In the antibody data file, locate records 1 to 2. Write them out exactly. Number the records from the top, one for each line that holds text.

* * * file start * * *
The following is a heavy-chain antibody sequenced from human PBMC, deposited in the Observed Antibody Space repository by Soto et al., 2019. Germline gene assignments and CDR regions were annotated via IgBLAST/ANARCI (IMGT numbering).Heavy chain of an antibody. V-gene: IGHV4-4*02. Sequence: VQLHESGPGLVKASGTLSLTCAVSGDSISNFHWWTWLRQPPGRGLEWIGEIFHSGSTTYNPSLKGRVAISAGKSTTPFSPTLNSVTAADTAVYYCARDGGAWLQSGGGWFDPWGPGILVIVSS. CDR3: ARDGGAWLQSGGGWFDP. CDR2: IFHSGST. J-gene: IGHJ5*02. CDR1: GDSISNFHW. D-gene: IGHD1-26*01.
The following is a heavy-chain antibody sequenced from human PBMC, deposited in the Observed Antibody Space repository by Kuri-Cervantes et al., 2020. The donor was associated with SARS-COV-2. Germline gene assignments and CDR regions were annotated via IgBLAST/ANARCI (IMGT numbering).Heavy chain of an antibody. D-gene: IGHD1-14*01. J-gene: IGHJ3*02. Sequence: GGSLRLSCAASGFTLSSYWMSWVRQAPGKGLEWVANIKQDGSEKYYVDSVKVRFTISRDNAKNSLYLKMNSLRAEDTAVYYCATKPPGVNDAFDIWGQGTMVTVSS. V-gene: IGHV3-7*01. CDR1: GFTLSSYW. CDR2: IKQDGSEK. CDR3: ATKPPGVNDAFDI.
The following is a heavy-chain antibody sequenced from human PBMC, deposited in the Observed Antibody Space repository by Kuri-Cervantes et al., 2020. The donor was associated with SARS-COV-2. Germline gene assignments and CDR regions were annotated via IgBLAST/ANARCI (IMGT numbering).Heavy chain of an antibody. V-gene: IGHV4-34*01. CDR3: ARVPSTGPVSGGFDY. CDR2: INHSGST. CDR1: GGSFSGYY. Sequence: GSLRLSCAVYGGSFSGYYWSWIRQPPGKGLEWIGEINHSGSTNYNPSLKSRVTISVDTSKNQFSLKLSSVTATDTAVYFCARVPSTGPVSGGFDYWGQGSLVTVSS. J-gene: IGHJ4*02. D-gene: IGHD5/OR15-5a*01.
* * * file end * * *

The following is a heavy-chain antibody sequenced from human PBMC, deposited in the Observed Antibody Space repository by Soto et al., 2019. Germline gene assignments and CDR regions were annotated via IgBLAST/ANARCI (IMGT numbering).Heavy chain of an antibody. V-gene: IGHV4-4*02. Sequence: VQLHESGPGLVKASGTLSLTCAVSGDSISNFHWWTWLRQPPGRGLEWIGEIFHSGSTTYNPSLKGRVAISAGKSTTPFSPTLNSVTAADTAVYYCARDGGAWLQSGGGWFDPWGPGILVIVSS. CDR3: ARDGGAWLQSGGGWFDP. CDR2: IFHSGST. J-gene: IGHJ5*02. CDR1: GDSISNFHW. D-gene: IGHD1-26*01.
The following is a heavy-chain antibody sequenced from human PBMC, deposited in the Observed Antibody Space repository by Kuri-Cervantes et al., 2020. The donor was associated with SARS-COV-2. Germline gene assignments and CDR regions were annotated via IgBLAST/ANARCI (IMGT numbering).Heavy chain of an antibody. D-gene: IGHD1-14*01. J-gene: IGHJ3*02. Sequence: GGSLRLSCAASGFTLSSYWMSWVRQAPGKGLEWVANIKQDGSEKYYVDSVKVRFTISRDNAKNSLYLKMNSLRAEDTAVYYCATKPPGVNDAFDIWGQGTMVTVSS. V-gene: IGHV3-7*01. CDR1: GFTLSSYW. CDR2: IKQDGSEK. CDR3: ATKPPGVNDAFDI.